The History of the Suit: Coco Chanel and the First Women’s Suit
April 17, 2013
After World War I, the men who had gone to war to fight on behalf of the Allies were returning home, and replacing the women who had taken their place in the workforce. Women were all of a sudden expected to return to their homes and their prior roles as housewives—as well as their frilly, tight-fitted dresses. With a taste of independence, for both clothing and careers, many women refused to go back to the old ways and instead made a name for themselves as professionals. One such woman was Gabrielle or “Coco” Chanel, founder of the well-known luxury brand Chanel.
Raised in a convent in her early years, Coco Chanel had little exposure to upper class fashion growing up. She quickly learned to be self-sufficient, and when she left the convent, she found work as a seamstress and as a performer at cabarets around France. Through performing she met a number of wealthy and aristocratic men, and ended up in affairs with a number of them. She became the mistress of Etienne Balsan at age 23, and lived with him in his chateau in the countryside for three years. It was there that she began making hats to pass the time. She later became involved with Balsan’s friend and English aristocrat Arthur Capel, who moved her to Paris. There she started her own hat shop and due to her creations being featured in a number of plays, became very successful as a milliner.
Coco Chanel eventually expanded her business to include clothing for women, and opened a small boutique in Deauville, France. The postwar woman had become more accustomed to less structure in their clothing along with comfort and greater freedom of movement, and Chanel was able to deliver. Using materials generally utilized in men’s underwear, Chanel created soft and comfortable sportswear and leisurewear for women out of knit fabrics such as jerseys and tricots.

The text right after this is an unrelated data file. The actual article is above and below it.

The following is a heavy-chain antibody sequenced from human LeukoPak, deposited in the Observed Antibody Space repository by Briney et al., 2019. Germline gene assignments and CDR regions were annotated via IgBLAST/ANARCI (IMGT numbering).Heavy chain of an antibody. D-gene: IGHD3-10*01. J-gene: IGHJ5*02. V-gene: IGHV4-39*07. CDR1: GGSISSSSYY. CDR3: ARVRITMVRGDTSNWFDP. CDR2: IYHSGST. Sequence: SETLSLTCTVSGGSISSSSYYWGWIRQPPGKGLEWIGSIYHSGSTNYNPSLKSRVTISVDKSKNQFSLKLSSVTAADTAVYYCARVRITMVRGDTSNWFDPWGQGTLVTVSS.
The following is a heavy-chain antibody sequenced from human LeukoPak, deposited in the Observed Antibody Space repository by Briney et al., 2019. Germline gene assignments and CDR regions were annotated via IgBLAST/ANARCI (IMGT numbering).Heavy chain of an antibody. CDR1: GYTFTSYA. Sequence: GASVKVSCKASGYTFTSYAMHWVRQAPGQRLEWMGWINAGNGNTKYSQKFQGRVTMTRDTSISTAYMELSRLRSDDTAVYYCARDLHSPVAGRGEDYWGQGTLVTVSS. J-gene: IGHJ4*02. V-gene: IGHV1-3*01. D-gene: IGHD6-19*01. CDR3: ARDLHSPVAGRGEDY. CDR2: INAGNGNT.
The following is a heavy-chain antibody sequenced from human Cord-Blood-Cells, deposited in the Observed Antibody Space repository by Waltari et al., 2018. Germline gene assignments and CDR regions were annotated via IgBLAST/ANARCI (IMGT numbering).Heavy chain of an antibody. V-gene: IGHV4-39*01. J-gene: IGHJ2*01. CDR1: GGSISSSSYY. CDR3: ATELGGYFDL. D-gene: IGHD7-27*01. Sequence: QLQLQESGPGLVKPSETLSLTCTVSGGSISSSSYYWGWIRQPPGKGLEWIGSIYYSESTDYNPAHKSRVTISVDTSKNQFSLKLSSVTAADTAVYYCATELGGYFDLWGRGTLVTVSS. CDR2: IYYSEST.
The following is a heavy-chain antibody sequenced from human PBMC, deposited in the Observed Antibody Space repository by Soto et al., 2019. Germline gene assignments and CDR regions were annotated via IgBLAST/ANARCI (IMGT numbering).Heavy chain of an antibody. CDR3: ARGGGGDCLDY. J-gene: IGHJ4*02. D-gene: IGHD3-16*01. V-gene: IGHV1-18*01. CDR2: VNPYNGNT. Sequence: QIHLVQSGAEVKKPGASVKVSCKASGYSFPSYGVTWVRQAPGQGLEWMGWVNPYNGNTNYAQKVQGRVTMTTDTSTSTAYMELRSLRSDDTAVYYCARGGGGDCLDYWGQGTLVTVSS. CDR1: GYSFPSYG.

After Chanel’s great success in Deauville, she opened another shop in Biarritz 1915 and later in one of the most fashionable neighborhoods in Paris in 1921. It was in Paris that she designed the classic “Chanel suit.” The suit was created as a natural step in Chanel’s designs: it employed traditionally masculine features of clothing giving it a very bold look, was designed primarily for comfort and mobility for an active lifestyle, and was fabricated with soft and flexible materials. The Chanel suit consisted of a collarless, button-up, wool jacket, and a well-fitted skirt. The jacket often had braid trim, metallic buttons and fitted sleeves, which left a polished and sophisticated look. Chanel herself wore it with a cropped haircut, which became popular for women in the 1920s.
The Chanel suit, as well as Coco Chanel’s own look, expanded the field of dressing for women. While the style was often criticized at the time, it was the first professional option for clothing that women had. In fact, the Chanel suit was the first suit made specifically for women and its arrival only encouraged women to pursue their professional goals—it was a way for the women after World War I to hold onto their independent lifestyles, even when their husbands came home from war.